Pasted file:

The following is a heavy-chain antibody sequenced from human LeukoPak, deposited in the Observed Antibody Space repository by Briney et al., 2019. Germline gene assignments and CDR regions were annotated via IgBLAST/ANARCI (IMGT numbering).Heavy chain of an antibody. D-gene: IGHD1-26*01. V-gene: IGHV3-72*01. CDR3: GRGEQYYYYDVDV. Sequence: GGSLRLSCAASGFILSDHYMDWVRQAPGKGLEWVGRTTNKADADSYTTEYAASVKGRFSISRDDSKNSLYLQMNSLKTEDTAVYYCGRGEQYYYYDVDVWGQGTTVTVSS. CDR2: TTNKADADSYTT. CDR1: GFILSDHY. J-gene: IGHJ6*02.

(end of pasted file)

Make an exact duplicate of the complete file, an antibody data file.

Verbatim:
The following is a heavy-chain antibody sequenced from human LeukoPak, deposited in the Observed Antibody Space repository by Briney et al., 2019. Germline gene assignments and CDR regions were annotated via IgBLAST/ANARCI (IMGT numbering).Heavy chain of an antibody. D-gene: IGHD1-26*01. V-gene: IGHV3-72*01. CDR3: GRGEQYYYYDVDV. Sequence: GGSLRLSCAASGFILSDHYMDWVRQAPGKGLEWVGRTTNKADADSYTTEYAASVKGRFSISRDDSKNSLYLQMNSLKTEDTAVYYCGRGEQYYYYDVDVWGQGTTVTVSS. CDR2: TTNKADADSYTT. CDR1: GFILSDHY. J-gene: IGHJ6*02.